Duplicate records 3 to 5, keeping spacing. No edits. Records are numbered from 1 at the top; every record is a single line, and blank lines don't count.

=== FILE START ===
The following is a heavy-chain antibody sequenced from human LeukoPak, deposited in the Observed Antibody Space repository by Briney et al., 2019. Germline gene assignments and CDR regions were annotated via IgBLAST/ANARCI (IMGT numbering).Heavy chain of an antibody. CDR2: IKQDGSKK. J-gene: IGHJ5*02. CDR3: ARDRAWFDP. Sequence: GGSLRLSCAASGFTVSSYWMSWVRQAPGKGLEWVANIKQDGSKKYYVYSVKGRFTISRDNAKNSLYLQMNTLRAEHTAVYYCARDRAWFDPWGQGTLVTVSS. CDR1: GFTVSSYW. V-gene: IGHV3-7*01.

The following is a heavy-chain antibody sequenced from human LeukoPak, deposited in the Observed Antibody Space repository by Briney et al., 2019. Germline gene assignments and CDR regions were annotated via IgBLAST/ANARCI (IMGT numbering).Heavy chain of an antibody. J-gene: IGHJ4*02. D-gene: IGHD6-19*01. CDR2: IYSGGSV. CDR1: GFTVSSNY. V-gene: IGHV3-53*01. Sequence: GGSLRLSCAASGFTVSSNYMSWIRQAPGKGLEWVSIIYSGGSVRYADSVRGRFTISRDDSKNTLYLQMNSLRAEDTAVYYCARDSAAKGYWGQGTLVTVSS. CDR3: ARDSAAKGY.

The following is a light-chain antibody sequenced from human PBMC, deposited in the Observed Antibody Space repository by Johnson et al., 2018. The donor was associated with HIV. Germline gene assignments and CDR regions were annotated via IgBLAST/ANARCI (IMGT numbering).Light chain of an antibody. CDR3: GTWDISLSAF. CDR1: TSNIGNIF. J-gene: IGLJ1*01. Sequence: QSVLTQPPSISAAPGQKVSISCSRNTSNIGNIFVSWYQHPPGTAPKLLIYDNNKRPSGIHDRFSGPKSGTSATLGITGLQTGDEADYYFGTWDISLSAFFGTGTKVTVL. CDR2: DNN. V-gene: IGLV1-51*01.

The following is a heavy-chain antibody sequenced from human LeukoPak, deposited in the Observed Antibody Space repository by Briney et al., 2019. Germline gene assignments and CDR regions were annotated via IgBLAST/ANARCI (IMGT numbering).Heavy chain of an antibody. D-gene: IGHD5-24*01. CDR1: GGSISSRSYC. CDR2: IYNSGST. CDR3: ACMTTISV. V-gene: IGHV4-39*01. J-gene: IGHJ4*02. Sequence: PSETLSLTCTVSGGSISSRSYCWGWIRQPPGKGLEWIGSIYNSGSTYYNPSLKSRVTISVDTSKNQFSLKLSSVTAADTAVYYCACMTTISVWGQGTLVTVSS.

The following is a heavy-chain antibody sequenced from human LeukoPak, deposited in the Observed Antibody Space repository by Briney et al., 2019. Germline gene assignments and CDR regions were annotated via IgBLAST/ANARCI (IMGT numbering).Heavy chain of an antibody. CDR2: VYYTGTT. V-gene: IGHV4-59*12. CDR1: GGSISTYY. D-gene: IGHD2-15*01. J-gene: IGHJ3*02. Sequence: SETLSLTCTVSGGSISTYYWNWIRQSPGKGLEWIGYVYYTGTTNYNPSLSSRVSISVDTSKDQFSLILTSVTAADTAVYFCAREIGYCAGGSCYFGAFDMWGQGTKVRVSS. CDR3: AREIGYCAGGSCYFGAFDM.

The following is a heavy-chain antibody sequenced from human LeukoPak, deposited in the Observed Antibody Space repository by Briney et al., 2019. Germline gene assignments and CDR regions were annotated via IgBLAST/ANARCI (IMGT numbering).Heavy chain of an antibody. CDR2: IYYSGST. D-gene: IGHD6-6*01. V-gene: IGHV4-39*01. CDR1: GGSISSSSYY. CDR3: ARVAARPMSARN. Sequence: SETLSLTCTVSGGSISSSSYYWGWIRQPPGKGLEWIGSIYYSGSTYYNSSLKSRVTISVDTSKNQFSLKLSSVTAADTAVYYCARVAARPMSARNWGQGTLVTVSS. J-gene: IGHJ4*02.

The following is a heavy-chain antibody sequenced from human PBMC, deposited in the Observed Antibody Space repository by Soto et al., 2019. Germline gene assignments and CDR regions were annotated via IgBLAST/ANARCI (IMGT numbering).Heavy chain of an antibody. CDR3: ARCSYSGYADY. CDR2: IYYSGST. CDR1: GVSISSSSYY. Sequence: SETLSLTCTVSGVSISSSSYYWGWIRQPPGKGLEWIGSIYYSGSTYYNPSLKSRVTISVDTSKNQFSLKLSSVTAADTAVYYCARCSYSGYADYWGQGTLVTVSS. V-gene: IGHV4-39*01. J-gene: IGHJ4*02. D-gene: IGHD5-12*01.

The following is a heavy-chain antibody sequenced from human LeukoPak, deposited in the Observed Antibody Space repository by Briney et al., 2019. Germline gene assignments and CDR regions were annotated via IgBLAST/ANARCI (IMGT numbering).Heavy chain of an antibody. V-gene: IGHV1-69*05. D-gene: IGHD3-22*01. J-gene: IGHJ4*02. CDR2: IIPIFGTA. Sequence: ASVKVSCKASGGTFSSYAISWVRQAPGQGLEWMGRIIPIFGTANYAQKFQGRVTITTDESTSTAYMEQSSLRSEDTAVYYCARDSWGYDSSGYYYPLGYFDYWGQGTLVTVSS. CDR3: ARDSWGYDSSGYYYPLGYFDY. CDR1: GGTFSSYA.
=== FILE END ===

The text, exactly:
The following is a light-chain antibody sequenced from human PBMC, deposited in the Observed Antibody Space repository by Johnson et al., 2018. The donor was associated with HIV. Germline gene assignments and CDR regions were annotated via IgBLAST/ANARCI (IMGT numbering).Light chain of an antibody. CDR3: GTWDISLSAF. CDR1: TSNIGNIF. J-gene: IGLJ1*01. Sequence: QSVLTQPPSISAAPGQKVSISCSRNTSNIGNIFVSWYQHPPGTAPKLLIYDNNKRPSGIHDRFSGPKSGTSATLGITGLQTGDEADYYFGTWDISLSAFFGTGTKVTVL. CDR2: DNN. V-gene: IGLV1-51*01.

The following is a heavy-chain antibody sequenced from human LeukoPak, deposited in the Observed Antibody Space repository by Briney et al., 2019. Germline gene assignments and CDR regions were annotated via IgBLAST/ANARCI (IMGT numbering).Heavy chain of an antibody. D-gene: IGHD5-24*01. CDR1: GGSISSRSYC. CDR2: IYNSGST. CDR3: ACMTTISV. V-gene: IGHV4-39*01. J-gene: IGHJ4*02. Sequence: PSETLSLTCTVSGGSISSRSYCWGWIRQPPGKGLEWIGSIYNSGSTYYNPSLKSRVTISVDTSKNQFSLKLSSVTAADTAVYYCACMTTISVWGQGTLVTVSS.

The following is a heavy-chain antibody sequenced from human LeukoPak, deposited in the Observed Antibody Space repository by Briney et al., 2019. Germline gene assignments and CDR regions were annotated via IgBLAST/ANARCI (IMGT numbering).Heavy chain of an antibody. CDR2: VYYTGTT. V-gene: IGHV4-59*12. CDR1: GGSISTYY. D-gene: IGHD2-15*01. J-gene: IGHJ3*02. Sequence: SETLSLTCTVSGGSISTYYWNWIRQSPGKGLEWIGYVYYTGTTNYNPSLSSRVSISVDTSKDQFSLILTSVTAADTAVYFCAREIGYCAGGSCYFGAFDMWGQGTKVRVSS. CDR3: AREIGYCAGGSCYFGAFDM.